“I don’t get much satisfaction out of being right,” says Mann, now retired in California. “A country, and a system, like ours has to have two strong governing parties. The fact is, we only have one.”

“It’s a grim picture for the foreseeable future,” adds Ornstein. “We have a serious risk of losing our democracy.”

They now know that this is where this was heading all along:

Denying the scientific facts of climate change no longer suffices. House Republican have made honesty a disqualification for party leadership.

They fired Rep. Liz Cheney as conference chair for refusing to obscure the truth about President Joe Biden’s victory. Most rank-and-file Republicans, polls show, believe Trump’s lies about voter fraud.

Mann and Ornstein described party leaders’ refusal to rein in lawmakers like Allen West of Florida, who falsely asserted that “78 to 81” congressional Democrats were communists. Out of Congress and relocated, West now chairs the Texas GOP.

And now it’s banana-republic time:

When Mann and Ornstein wrote their 2012 analysis Tea Party Republicans had menaced the American economy with a debt crisis. But this year’s insurrection created physical menace – for Capitol Police, lawmakers of both parties, even then-Vice President Mike Pence.

Cheney warns that Trump may incite further violence. She told CNN’s Jake Tapper that House GOP colleagues voted against impeaching Trump because they were “afraid, in some instances, for their lives.”

A White Missourian who gained fame by pointing a gun at racial justice protesters got invited to speak at Trump’s 2020 nominating convention; he has now launched a GOP Senate candidacy. An AEI poll this year found most Republicans agree “the traditional American way of life is disappearing so fast that we may have to use force to save it.”

Mann and Ornstein see things even more clearly now:

What alarms them are the evolving demographic, cultural and economic realities of 21st century America. The country continues to become less White, less Christian, less financially rewarding for workers without advanced technical skills or higher education.

The GOP voting base is increasingly dominated by older, blue-collar, evangelical Whites in economically lagging towns and rural areas. Conservative media outlets stoke nativist anger over their loss of status and power.

Democrats have drawn more popular votes in seven of the last eight presidential elections. So in key states like Georgia, using Trump’s lies as fuel, Republicans now seek new election rules to help them win.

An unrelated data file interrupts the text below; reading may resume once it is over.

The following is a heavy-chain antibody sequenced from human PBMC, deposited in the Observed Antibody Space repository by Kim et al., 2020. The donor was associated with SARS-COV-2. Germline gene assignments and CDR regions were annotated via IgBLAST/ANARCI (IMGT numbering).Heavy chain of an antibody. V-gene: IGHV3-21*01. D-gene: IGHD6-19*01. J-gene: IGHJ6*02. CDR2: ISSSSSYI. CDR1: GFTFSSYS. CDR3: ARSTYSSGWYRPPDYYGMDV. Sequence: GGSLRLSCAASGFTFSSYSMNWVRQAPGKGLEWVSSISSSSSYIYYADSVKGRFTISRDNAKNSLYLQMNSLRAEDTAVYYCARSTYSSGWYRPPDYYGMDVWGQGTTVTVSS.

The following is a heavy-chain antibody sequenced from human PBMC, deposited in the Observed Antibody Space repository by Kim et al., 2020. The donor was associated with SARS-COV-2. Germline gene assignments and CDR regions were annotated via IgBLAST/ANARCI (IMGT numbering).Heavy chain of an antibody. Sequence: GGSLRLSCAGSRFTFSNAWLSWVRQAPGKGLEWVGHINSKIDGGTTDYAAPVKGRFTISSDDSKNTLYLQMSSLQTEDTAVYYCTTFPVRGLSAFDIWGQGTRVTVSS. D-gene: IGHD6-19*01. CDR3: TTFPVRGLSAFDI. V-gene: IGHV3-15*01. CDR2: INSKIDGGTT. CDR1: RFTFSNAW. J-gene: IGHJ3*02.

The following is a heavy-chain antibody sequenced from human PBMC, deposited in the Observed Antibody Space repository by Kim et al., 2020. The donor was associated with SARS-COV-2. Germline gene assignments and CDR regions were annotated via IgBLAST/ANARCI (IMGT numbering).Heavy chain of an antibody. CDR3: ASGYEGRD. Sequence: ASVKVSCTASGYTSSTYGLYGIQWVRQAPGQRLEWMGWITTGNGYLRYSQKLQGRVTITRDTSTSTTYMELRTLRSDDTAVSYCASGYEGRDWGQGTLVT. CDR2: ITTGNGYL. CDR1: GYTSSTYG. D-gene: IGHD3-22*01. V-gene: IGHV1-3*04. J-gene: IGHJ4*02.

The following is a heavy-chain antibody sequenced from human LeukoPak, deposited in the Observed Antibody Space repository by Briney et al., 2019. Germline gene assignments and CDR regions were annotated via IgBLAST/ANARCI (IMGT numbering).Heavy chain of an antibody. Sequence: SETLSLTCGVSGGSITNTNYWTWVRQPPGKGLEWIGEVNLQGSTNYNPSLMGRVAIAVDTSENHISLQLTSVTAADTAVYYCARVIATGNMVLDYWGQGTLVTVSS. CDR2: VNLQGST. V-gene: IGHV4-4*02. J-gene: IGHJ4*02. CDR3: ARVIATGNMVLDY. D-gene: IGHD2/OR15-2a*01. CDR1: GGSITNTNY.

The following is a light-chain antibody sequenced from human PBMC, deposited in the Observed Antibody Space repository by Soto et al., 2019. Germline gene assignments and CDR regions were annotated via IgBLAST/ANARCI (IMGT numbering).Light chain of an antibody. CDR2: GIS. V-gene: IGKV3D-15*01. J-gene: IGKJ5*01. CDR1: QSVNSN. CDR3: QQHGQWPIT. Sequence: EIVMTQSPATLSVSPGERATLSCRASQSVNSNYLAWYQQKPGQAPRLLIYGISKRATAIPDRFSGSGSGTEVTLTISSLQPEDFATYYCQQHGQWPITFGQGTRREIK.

That’s the end of democracy. The April 2012 JUST ABOVE SUNSET discussion of the Mann and Ornstein analysis ended with this:

When do people get fed up with extremist nonsense, finally? What will it take for that to happen? Obama seems to think that, at some point, ordinary good and decent Republicans will tell the leaders of their party to just shut up and sit down…

But it’s probably a safe bet on things getting worse before they get better. Mann and Ornstein do agree with Obama – there are good folks out there, conservative folks who don’t agree with him, but also want to get things done, one way or the other – they’ll show up and we’ll get back on track.

And pigs will fly.

Nine years have gone by. Pigs don’t fly. And now that Woody Allen movie isn’t funny at all.

About Alan

The editor is a former systems manager for a large California-based HMO, and a former senior systems manager for Northrop, Hughes-Raytheon, Computer Sciences Corporation, Perot Systems and other such organizations. One position was managing the financial and payroll systems for a large hospital chain. And somewhere in there was a two-year stint in Canada running the systems shop at a General Motors locomotive factory - in London, Ontario. That explains Canadian matters scattered through these pages. Otherwise, think large-scale HR, payroll, financial and manufacturing systems. A résumé is available if you wish. The editor has a graduate degree in Eighteenth-Century British Literature from Duke University where he was a National Woodrow Wilson Fellow, and taught English and music in upstate New York in the seventies, and then in the early eighties moved to California and left teaching. The editor currently resides in Hollywood California, a block north of the Sunset Strip.